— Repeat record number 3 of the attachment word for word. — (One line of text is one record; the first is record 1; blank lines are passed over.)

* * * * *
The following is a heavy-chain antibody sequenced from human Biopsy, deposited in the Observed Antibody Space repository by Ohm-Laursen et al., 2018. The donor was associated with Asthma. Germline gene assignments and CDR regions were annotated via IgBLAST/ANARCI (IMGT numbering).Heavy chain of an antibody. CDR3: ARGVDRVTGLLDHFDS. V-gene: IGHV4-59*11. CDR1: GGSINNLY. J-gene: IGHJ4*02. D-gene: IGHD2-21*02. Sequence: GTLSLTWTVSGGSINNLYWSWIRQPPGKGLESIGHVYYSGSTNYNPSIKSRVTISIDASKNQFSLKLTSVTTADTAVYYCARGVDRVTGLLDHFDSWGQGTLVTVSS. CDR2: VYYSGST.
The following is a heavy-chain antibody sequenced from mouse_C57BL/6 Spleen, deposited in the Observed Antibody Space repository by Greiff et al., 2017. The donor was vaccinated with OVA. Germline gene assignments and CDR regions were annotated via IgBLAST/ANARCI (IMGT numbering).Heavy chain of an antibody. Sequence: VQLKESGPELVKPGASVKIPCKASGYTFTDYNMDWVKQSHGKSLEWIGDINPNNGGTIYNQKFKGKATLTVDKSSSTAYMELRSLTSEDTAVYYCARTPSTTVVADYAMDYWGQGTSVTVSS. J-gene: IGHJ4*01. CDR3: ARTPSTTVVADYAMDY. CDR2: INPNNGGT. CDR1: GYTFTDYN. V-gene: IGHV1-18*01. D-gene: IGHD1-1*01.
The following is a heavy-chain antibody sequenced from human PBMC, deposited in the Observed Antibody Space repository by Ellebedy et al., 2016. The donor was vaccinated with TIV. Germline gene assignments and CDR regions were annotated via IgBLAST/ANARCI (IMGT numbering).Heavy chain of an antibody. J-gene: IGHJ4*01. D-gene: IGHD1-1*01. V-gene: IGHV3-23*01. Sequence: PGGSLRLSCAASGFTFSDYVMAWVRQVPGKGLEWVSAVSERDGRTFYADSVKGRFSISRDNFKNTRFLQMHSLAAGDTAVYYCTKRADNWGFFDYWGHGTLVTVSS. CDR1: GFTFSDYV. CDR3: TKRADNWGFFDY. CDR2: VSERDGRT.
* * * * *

The following is a heavy-chain antibody sequenced from human PBMC, deposited in the Observed Antibody Space repository by Ellebedy et al., 2016. The donor was vaccinated with TIV. Germline gene assignments and CDR regions were annotated via IgBLAST/ANARCI (IMGT numbering).Heavy chain of an antibody. J-gene: IGHJ4*01. D-gene: IGHD1-1*01. V-gene: IGHV3-23*01. Sequence: PGGSLRLSCAASGFTFSDYVMAWVRQVPGKGLEWVSAVSERDGRTFYADSVKGRFSISRDNFKNTRFLQMHSLAAGDTAVYYCTKRADNWGFFDYWGHGTLVTVSS. CDR1: GFTFSDYV. CDR3: TKRADNWGFFDY. CDR2: VSERDGRT.